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MHS Library | North and South by Elizabeth Gaskell


Why does Gaskell present this description of Margaret in part from Mr. Thornton's point of view instead of only using her omniscient narrator?

Mr. Thornton had thought that the house in Crampton was really just the thing; but now that he saw Margaret, with her superb ways of moving and looking, he began to feel ashamed of having imagined that it would do very well for the Hales, in spite of a certain vulgarity in it which had struck him at the time of his looking it over.

Margaret could not help her looks; but the short curled upper lip, the round, massive upturned chin, the manner of carrying her chin, her movements, full of a soft feminine defiance, always gave strangers the impression of haughtiness. She was tired now, and would rather have remained silent. . . . but of course, she owed to herself to be a gentlewoman, and to speak courtesously from time to time to this stranger; not over-brushed, nor over-polished, it must be confessed, after his rough encounter with Milton streets and crowds. . . . She sat facing him and facing the light; her full beauty met his eye; her round white flexile throat rising out of the full, yet lithe figure; her lips, moving so slightly as she spoke, not breaking the cold serene look of her face with any variation from the one lovely haughty curve; her eyes with their soft gloom, meeting his with quiet maiden freedom. He almost said to himself thast he did not like her, before their conversation ended; he tried so to compensate himself for the mortified feeling, that while he looked on her with an admiration he could not repress, she looked at him with proud indifference, taking him, he thought, for what, in his irritation, he told himself he was — a great rough fellow, with not a grace or refinement about him. Her quiet coldness of demeanous he interpreted as contemptuousness. [North and South, Chapter 7]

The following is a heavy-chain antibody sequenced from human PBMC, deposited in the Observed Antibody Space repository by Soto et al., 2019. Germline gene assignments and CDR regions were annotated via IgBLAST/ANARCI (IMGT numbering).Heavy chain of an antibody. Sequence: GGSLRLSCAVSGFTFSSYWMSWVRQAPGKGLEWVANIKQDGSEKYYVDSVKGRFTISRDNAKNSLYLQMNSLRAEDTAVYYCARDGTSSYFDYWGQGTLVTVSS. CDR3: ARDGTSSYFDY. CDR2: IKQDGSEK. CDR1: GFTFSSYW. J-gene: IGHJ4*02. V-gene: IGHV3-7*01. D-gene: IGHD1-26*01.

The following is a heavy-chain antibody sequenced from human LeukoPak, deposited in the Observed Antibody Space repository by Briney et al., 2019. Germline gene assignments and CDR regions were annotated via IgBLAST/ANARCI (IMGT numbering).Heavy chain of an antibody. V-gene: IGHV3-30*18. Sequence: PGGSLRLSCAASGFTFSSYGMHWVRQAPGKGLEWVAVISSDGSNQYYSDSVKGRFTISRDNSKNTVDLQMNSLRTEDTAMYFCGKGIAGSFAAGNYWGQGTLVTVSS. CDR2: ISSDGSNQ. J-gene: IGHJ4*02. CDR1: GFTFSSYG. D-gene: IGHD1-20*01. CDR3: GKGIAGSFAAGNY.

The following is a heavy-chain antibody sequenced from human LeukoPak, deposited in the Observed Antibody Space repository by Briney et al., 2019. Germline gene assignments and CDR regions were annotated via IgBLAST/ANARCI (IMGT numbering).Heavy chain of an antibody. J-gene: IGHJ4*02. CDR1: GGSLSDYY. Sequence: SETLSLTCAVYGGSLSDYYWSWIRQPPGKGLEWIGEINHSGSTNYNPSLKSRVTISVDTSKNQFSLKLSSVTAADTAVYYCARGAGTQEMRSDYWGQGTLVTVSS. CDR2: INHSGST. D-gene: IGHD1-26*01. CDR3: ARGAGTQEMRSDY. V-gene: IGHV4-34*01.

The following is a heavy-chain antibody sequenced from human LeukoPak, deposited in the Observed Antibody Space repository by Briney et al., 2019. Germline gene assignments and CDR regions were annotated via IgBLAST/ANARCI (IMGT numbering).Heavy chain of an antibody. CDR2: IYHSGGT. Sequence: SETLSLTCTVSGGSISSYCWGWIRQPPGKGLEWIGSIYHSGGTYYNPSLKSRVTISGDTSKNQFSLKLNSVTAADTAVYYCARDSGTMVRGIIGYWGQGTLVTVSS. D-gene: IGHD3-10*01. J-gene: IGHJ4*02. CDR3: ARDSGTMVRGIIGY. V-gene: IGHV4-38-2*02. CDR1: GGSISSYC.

Details of female beauty reveal much about a particular culture's conceptions of beauty, gender, sexuality, and status. What details of Margaret's appearance does the narrator provide, how do they relate to literary realism, and with what other details are the physical description supplemented? Why?

What details that you might expect to encounter are missing?

And do you think a male and a female writer would have handled this combination of description and characterization in the same way?

Source: The Victorian Web